There's nothing quite so righteous as a Puritan who suddenly discovers wickedness has been lurking at the heart of the community for years, and embarks on rooting it out to save us all. After years of uncritical coverage, the press pack has decided that Apple is after all, quite wicked. Adobe is stoking the discontent with a …
Another utterly bizarre uber-pro-Apple article from Mr Orlowski. So Apple finally raising media eyebrows with repeated highly questionable policies is a "witchhunt"? Adobe delicately defending themselves (e.g. "we love Apple") from a scathing and relentless onslaught is "angling for a Hardware Neutrality Act"?
Of course Apple can do what they want, and they have, to the detriment of erm... just about everybody. But they, like all of us, must accept the consequences of their actions. Using shills to counter degradation in public opinion will only pan out even worse for them in the long term. I eagerly await the outcome of all of this! :)
Interesting turn of phrase...
"Adobe delicately defending themselves"
They're not IMO defending themselves, they're desperately trying to get Joe Public to demand that Flash go onto the iPhone/iPad/whatever... in spite of not even having a working RTM product to do that. Hell, their first reaction to Apple was from their chief fanboy - to wit: "go screw yourselves". Come to think of it, that seems to have been Adobe's reaction and attitude towards Apple since 1998...
You know? If Adobe had gotten in the ball in 2006 and produced an efficient mobile version of Flash that worked well on the emerging smartphone market, they wouldn't have had anything to worry about. Instead, they disbanded their mobile unit in 2007, and only last year or so hastily began to lash something together (about when they realized that -oh shit!- the mobile web market really is taking off...)
Long story short, Adobe brought this one on themselves.
IMHO (and nothing more) Adobe is the web version of surviving dinosaurs about 2 hours post-asteroid... They know something really big is about to happen, that they're in for something that will likely kill most of them off in a few years, but they're ill-prepared to do much of anything about it except roar.
Adobe could just release their Flash Player through Cydia for all the jailbroken Idevices. Tobit did this with their David.fx client while it wasn't approved for the appstore.
So bizarre,,,,,, do you know of a functional and released version of FLASH that is available for mobile units.??????
Apple is still waiting ..... now for 3-5 years... I guess we should all just sit on our ..... . until Adobe decides to allow us to use their proprietary software.
Just a thought.
needs Vader icon
I find your lack of faith disturbing
all joke aside, surely you must realize how historically closed apple has been to outsiders.
How any user can defend such a mentality is beyond me.
Mixture of both...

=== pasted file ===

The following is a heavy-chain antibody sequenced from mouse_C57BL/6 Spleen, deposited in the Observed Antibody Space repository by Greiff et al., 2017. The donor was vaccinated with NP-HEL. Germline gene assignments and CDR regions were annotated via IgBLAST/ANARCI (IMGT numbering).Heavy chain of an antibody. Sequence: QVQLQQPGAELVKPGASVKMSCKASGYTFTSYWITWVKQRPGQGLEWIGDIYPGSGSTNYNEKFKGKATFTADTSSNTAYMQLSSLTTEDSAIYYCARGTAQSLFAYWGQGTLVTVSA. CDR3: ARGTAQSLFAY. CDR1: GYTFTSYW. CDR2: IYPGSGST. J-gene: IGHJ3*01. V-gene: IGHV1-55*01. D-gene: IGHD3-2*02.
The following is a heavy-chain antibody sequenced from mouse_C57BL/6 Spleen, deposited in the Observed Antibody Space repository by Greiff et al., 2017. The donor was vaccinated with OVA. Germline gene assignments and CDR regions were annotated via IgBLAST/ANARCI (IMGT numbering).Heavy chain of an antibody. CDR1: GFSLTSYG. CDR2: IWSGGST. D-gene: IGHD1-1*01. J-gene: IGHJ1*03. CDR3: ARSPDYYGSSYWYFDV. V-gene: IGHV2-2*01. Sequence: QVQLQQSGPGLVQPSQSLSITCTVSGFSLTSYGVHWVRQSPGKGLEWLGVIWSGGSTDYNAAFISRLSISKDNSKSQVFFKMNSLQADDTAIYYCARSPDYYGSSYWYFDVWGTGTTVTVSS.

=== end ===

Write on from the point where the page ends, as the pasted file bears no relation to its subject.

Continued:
Apple closes its family jewels (its UI, etc), but leaves its core (Darwin) open. Adobe does much the same thing (though only opening some of their core standards, and even then not fully, as witnessed by the performance of gnash vs. Flash).
Pox on both their houses. Now pass the popcorn, please. :)
I guess we are all just so used to Adobe's open standards, and Microsoft's open standards... etc.
Aint Apple just so different...being so closed and all. Of course Apple likes to use open standard things like jpg, pnd, html5....etc. So we can all see what is on the web.
Just a thought.
I was fine with it until
personally I hate both companies, i just laughed at all this hubub, until Steve Jobs started attacking open video codecs. if it is his view that no video platform can be free from patents, then there can be nothing but closed source computing, and thus, software patents need to be eliminated. patents are there to enhance the evolution of technology for the benefit of society, not to line the wallets of troll patent lawyers.
Surely the answer to silly software patents is to make sure the rest of the world is benefiting from the technology via open source codecs and have a paragraph in the terms and conditions that requires US users to either not use the software or to contact the patent holders for a licence, which may require payment of a fee.
That way the rest of the world can get on with life and ignore the very broken US patent system. It's a great shame that the rest of the world can't do this with anything that's only patented in the US, given the number of very obvious, non-novel things that the USPTO grants.
Finaly, some common sense.
Good to see some common sense on the adobe/apple spat. Now can someone please explain to me how when a remarkably stable and secure OS meets flash (and seemingly only flash) and becomes crashy, this is somehow an OS issue (and not lazy adobe buck passing).
If it is so stable and secure...
...how can an *application* bring it to its knees? MacOS does have process permission levels, yes? MacOS does have process time scheduling control, yes? So what's the excuse? If Flash is a piece of crap, then Flash is a piece of crap, but a piece of crap consuming - as some have said - 100% of the processor and/or bringing down the system itself suggests that Flash isn't the only piece of crap in this equation.